Some of the buses from/to Osaka city stop at the Kyoto Fukakusa Bus Stop on the Meishin Expressway. From Fukakusa Bus Stop it’s only a 10-minute walk to Fujinomori Station and a 15-minute walk to Takeda Station on the Kinzetsu Railroad and to the Kyoto subway. There is also a local bus to Kyoto from the Youth Science Center stop 1-2 times an hour.

JR Passes can be used for overnight trips on a standard bus on the Tokyo-Kyoto route called “Dream” service. On direct Tokyo-Kyoto daytime buses, the pass is not valid

By car

You can easily get to Kyoto by car via Meishin Expressway between Nagoya and Osaka, the only inconvenience is that you have to wait for a free parking space for a while on the outskirts of the city.

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And around the city is easier to use public transport, as most attractions are in places built long before the existence of cars.

By ferry

From Vladivostok to Tokyo you can take a ferry, but not directly, but with a connection. Ships go through the Korean port of Donghae to Sakaiminato on Honshu Island, Japan. From there you can get to Tokyo by train or bus. Departure from Vladivostok on Wednesdays, arrival in Sakaiminato on Fridays.

Kyoto Japan – An interesting city

One of the significant places is considered Kyoto Japan . Which fascinates with its extraordinary culture, traditions, which are honored by local residents. Separately need to say and about the unique architecture, which has a thousand years of the past and carefully preserved.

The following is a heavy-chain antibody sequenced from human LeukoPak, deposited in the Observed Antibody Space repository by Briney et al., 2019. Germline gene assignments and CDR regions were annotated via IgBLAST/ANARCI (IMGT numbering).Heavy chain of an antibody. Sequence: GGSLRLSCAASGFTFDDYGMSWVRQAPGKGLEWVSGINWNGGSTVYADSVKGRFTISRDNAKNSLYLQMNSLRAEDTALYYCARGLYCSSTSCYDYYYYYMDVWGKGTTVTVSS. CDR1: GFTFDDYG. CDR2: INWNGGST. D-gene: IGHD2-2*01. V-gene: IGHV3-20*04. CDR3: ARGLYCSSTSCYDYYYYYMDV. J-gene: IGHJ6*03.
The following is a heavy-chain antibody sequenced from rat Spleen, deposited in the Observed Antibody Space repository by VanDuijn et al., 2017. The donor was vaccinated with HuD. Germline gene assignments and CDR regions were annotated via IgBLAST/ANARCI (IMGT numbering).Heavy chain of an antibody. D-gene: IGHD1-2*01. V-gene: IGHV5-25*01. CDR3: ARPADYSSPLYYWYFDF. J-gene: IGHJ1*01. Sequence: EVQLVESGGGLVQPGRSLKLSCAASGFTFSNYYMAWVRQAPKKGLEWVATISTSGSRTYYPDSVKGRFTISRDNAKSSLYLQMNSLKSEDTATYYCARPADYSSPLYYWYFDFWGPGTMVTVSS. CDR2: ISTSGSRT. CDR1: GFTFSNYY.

Brief history

On the island of Honshu is the extraordinary city of Kyoto. It was founded as early as 794 at the site of the village of Uda, as the seat of Emperor Kammu. At the time of its founding, the area of the modern city was called Heifn-kyo. The name means “the capital of peace and tranquility. After its construction the city became not only the seat of the emperor but also the center from which the leadership of the empire was exercised. Modern Kyoto has become not only the capital of the majestic empire, but also a cultural, political and business center. In 1467 in Japan began a war that lasted until 1477, during which time the city was badly damaged. For two centuries, attempts were made to restore the former power of the capital. Only by the end of the 16th century under Toetomi Hideyoshi did the rebirth of the city begin.

The prosperity of the city continued after the transfer of the capital of 1869 in Tokyo. Great attention was paid to the development of culture and education. Industry also developed rapidly, unlike other prefectures of the empire.

Silver Pavilion

Main attractions